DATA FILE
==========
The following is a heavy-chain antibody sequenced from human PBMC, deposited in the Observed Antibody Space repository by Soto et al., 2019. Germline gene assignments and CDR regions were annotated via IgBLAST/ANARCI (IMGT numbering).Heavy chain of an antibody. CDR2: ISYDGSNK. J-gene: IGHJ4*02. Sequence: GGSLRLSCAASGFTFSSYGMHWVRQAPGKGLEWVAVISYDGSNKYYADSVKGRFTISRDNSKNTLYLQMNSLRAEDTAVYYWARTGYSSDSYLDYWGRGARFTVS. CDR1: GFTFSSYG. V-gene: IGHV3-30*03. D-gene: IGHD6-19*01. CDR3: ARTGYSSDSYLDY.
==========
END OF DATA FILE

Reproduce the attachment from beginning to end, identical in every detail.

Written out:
The following is a heavy-chain antibody sequenced from human PBMC, deposited in the Observed Antibody Space repository by Soto et al., 2019. Germline gene assignments and CDR regions were annotated via IgBLAST/ANARCI (IMGT numbering).Heavy chain of an antibody. CDR2: ISYDGSNK. J-gene: IGHJ4*02. Sequence: GGSLRLSCAASGFTFSSYGMHWVRQAPGKGLEWVAVISYDGSNKYYADSVKGRFTISRDNSKNTLYLQMNSLRAEDTAVYYWARTGYSSDSYLDYWGRGARFTVS. CDR1: GFTFSSYG. V-gene: IGHV3-30*03. D-gene: IGHD6-19*01. CDR3: ARTGYSSDSYLDY.